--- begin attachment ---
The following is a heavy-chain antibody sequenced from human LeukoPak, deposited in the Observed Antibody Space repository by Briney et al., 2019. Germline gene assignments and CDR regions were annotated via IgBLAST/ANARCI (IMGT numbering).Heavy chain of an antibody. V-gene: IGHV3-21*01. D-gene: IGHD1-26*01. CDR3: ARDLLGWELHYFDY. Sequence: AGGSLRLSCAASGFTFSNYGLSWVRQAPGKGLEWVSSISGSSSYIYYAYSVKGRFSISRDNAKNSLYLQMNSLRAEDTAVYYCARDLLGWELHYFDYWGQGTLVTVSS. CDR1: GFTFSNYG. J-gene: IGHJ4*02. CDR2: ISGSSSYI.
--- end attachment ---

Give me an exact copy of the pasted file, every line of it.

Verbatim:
The following is a heavy-chain antibody sequenced from human LeukoPak, deposited in the Observed Antibody Space repository by Briney et al., 2019. Germline gene assignments and CDR regions were annotated via IgBLAST/ANARCI (IMGT numbering).Heavy chain of an antibody. V-gene: IGHV3-21*01. D-gene: IGHD1-26*01. CDR3: ARDLLGWELHYFDY. Sequence: AGGSLRLSCAASGFTFSNYGLSWVRQAPGKGLEWVSSISGSSSYIYYAYSVKGRFSISRDNAKNSLYLQMNSLRAEDTAVYYCARDLLGWELHYFDYWGQGTLVTVSS. CDR1: GFTFSNYG. J-gene: IGHJ4*02. CDR2: ISGSSSYI.